• 34 states reduce the TANF work requirement to 20 hours or less for single parents with children under age 6 [FY 2018]20
  • 3 states have paid family leave for a minimum of 6 weeks with partial replacement of wages [2019]21
  • 12 states offer accrual of at least five paid sick days [2020]22
  • 8 states established a state minimum wage that meets or exceeds $11.50/hr and is indexed to inflation for a family of three [2020]23
  • 15 states set gross income eligibility limit at 200% FPL and do not have asset limits for SNAP [2019]24
  • 43 states do not charge personal income tax for single-parent families of three below the federal poverty level [2018]25
  • 23 states offer a refundable state Earned Income Tax Credit [2020]26
  • 12 states offer a refundable state dependent care tax credit [2018]27
  • 2 states offer a refundable Child Tax Credit [2020]28
  • 26 states keep copayments for child care subsidies at or below 7% of family income for families of three at 150% FPL [2019]10
  • 17 states offer exemptions and/or extensions of the TANF benefit time limit for women who are pregnant or caring for a child under 6 months of age [FY 2018]20
  • 1 state offers a minimum of 28 weeks of Unemployment Insurance benefits [2020]29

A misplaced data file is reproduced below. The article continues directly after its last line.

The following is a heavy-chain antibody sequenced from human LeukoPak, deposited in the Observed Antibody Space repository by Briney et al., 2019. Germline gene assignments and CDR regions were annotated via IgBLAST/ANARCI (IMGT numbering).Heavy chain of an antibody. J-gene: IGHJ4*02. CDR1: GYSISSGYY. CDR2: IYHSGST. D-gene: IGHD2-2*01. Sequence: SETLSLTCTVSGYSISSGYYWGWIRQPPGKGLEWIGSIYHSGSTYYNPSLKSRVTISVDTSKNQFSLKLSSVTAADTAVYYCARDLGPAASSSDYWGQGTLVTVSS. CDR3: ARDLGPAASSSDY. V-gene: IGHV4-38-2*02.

• 6 states fund a housing program that provides rental assistance to low-income families with children to avoid eviction or homelessness [2020]30

50-State Data    Information on EC Policies

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Data Notes and Sources

  1. Chase-Lansdale, P. L., & Brooks-Gunn, J. (2014). Two-generation programs in the twenty-first century. The Future of Children, 24(1), 13-39.
  2. Shonkoff, J. P., & Fisher, P. A. (2013). Rethinking evidence-based practice and two-generation programs to create the future of early childhood policy. Development and psychopathology, 25(4pt2), 1635-1653.
  3. National data were calculated from the 2018 American Community Survey, representing information from 2018. State data were calculated from the 2014-2018 American Community Survey, representing information from the years 2014 to 2018